This paper exploits a data rich environment to provide direct econometric estimates of time-varying macroeconomic uncertainty. Our estimates display significant independent variations from popular uncertainty proxies, suggesting that much of the variation in the proxies is not driven by uncertainty. Quantitatively important uncertainty episodes appear far more infrequently than indicated by popular uncertainty proxies, but when they do occur, they are larger, more persistent, and are more correlated with real activity. Our estimates provide a benchmark to evaluate theories for which uncertainty shocks play a role in business cycles.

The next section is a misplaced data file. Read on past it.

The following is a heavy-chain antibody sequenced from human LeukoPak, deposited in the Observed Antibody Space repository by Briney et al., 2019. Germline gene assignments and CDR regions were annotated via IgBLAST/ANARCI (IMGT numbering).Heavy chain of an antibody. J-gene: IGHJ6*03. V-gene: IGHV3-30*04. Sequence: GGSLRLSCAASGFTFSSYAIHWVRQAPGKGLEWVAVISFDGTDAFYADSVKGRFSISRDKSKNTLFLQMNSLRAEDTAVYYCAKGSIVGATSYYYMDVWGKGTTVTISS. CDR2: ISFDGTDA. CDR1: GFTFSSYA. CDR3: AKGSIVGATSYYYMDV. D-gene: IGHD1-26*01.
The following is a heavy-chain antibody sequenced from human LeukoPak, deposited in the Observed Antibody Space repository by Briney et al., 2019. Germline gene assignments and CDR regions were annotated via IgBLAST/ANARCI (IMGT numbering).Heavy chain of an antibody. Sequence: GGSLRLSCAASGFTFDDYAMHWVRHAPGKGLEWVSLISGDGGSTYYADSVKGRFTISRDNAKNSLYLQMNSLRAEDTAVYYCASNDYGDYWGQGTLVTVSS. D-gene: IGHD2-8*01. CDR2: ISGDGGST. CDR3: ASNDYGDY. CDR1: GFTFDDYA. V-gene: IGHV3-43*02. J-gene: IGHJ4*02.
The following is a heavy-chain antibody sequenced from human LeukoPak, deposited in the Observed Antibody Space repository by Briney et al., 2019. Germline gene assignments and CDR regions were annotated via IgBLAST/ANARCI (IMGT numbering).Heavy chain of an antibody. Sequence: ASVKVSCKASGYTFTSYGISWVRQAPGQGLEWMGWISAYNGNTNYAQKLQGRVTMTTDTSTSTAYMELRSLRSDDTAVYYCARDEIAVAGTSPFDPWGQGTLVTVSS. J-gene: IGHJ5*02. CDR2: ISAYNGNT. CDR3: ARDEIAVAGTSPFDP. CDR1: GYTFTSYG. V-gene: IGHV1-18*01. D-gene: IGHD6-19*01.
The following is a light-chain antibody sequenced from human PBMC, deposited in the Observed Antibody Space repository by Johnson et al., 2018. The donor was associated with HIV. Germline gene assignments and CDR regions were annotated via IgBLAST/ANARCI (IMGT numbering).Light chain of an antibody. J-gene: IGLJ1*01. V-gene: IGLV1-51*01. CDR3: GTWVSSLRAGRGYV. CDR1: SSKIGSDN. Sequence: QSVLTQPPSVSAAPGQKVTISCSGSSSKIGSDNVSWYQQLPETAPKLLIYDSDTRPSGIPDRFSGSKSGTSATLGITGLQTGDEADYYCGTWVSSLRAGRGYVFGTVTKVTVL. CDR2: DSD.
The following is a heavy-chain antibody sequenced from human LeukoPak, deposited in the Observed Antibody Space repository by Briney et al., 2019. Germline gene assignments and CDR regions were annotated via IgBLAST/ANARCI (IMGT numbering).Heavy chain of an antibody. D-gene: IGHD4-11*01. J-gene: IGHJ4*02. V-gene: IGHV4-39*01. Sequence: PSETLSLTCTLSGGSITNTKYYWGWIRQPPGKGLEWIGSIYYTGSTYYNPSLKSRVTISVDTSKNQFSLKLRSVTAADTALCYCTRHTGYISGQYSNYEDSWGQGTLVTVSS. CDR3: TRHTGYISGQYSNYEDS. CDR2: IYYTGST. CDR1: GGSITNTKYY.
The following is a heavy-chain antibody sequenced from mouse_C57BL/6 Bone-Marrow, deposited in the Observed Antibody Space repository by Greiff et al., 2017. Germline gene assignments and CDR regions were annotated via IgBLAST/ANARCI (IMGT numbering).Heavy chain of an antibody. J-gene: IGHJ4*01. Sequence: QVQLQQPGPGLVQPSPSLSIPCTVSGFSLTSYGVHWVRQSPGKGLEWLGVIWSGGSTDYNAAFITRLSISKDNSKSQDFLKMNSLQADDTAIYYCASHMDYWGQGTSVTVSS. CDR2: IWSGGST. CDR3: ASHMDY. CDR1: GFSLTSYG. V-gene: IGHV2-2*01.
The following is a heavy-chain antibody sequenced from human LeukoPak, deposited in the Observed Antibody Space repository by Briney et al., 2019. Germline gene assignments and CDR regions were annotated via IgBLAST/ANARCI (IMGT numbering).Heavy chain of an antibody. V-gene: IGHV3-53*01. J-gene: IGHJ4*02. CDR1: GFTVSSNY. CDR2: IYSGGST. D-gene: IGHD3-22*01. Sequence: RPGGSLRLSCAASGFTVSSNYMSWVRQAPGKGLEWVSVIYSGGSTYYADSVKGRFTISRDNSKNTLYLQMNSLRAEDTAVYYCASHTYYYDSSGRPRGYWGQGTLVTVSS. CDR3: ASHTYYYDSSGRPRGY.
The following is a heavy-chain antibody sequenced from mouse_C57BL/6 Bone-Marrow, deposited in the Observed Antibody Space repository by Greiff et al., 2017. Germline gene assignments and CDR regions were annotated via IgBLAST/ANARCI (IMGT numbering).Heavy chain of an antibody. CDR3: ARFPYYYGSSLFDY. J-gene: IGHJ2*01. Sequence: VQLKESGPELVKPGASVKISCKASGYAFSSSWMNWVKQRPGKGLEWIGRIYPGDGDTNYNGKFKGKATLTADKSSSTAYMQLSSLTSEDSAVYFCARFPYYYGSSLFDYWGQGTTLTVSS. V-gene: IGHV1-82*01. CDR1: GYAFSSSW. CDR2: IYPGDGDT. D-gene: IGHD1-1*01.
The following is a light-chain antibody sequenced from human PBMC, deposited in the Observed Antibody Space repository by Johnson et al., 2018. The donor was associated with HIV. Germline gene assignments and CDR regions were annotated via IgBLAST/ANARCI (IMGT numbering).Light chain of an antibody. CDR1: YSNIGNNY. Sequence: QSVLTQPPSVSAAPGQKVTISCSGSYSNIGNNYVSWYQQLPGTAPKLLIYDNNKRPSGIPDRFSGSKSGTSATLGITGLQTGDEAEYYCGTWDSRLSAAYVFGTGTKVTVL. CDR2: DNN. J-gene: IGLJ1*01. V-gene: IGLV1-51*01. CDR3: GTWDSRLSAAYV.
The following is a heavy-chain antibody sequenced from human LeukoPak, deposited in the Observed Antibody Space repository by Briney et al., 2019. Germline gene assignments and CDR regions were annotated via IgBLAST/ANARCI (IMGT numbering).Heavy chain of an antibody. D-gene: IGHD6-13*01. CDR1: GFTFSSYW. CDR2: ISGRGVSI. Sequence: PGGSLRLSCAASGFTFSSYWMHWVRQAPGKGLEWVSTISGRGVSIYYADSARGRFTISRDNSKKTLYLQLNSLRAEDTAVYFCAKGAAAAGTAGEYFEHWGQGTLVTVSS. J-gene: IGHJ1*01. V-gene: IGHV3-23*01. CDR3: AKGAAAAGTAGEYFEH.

ASJC Scopus subject areas
- Economics and Econometrics